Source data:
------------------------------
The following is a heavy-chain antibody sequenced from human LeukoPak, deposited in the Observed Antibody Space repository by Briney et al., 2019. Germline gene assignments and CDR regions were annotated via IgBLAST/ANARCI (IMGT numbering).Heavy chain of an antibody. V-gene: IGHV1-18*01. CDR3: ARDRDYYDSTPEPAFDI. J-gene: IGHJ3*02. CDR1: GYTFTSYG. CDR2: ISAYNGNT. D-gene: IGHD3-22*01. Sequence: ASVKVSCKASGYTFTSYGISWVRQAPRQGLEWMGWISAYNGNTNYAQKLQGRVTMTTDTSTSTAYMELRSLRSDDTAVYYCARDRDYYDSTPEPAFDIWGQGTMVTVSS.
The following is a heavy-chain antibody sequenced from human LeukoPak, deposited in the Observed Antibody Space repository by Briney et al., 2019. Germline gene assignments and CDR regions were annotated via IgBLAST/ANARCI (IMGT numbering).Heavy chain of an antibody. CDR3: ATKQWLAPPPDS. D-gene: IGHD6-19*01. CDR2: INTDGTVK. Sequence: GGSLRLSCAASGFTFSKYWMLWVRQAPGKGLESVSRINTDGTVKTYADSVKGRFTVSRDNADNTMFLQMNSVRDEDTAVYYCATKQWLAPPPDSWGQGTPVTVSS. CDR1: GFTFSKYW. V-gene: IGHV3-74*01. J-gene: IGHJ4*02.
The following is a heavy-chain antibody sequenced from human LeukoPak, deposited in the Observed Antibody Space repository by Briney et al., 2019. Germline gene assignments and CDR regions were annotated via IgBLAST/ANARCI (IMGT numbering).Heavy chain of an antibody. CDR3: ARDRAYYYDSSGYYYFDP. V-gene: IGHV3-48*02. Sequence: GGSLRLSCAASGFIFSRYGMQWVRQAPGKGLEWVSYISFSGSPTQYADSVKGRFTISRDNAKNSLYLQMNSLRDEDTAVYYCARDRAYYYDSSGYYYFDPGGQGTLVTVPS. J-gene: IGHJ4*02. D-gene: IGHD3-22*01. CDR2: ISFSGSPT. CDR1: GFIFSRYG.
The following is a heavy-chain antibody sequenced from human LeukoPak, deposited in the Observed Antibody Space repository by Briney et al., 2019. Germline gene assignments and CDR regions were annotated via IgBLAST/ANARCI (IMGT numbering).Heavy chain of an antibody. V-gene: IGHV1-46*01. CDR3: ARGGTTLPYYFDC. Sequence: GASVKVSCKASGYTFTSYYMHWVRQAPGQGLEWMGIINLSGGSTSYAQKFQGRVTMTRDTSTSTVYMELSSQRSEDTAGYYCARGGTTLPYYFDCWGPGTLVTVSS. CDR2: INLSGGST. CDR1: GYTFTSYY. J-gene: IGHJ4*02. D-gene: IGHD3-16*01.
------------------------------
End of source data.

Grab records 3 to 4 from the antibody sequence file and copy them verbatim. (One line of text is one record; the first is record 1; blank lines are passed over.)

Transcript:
The following is a heavy-chain antibody sequenced from human LeukoPak, deposited in the Observed Antibody Space repository by Briney et al., 2019. Germline gene assignments and CDR regions were annotated via IgBLAST/ANARCI (IMGT numbering).Heavy chain of an antibody. CDR3: ARDRAYYYDSSGYYYFDP. V-gene: IGHV3-48*02. Sequence: GGSLRLSCAASGFIFSRYGMQWVRQAPGKGLEWVSYISFSGSPTQYADSVKGRFTISRDNAKNSLYLQMNSLRDEDTAVYYCARDRAYYYDSSGYYYFDPGGQGTLVTVPS. J-gene: IGHJ4*02. D-gene: IGHD3-22*01. CDR2: ISFSGSPT. CDR1: GFIFSRYG.
The following is a heavy-chain antibody sequenced from human LeukoPak, deposited in the Observed Antibody Space repository by Briney et al., 2019. Germline gene assignments and CDR regions were annotated via IgBLAST/ANARCI (IMGT numbering).Heavy chain of an antibody. V-gene: IGHV1-46*01. CDR3: ARGGTTLPYYFDC. Sequence: GASVKVSCKASGYTFTSYYMHWVRQAPGQGLEWMGIINLSGGSTSYAQKFQGRVTMTRDTSTSTVYMELSSQRSEDTAGYYCARGGTTLPYYFDCWGPGTLVTVSS. CDR2: INLSGGST. CDR1: GYTFTSYY. J-gene: IGHJ4*02. D-gene: IGHD3-16*01.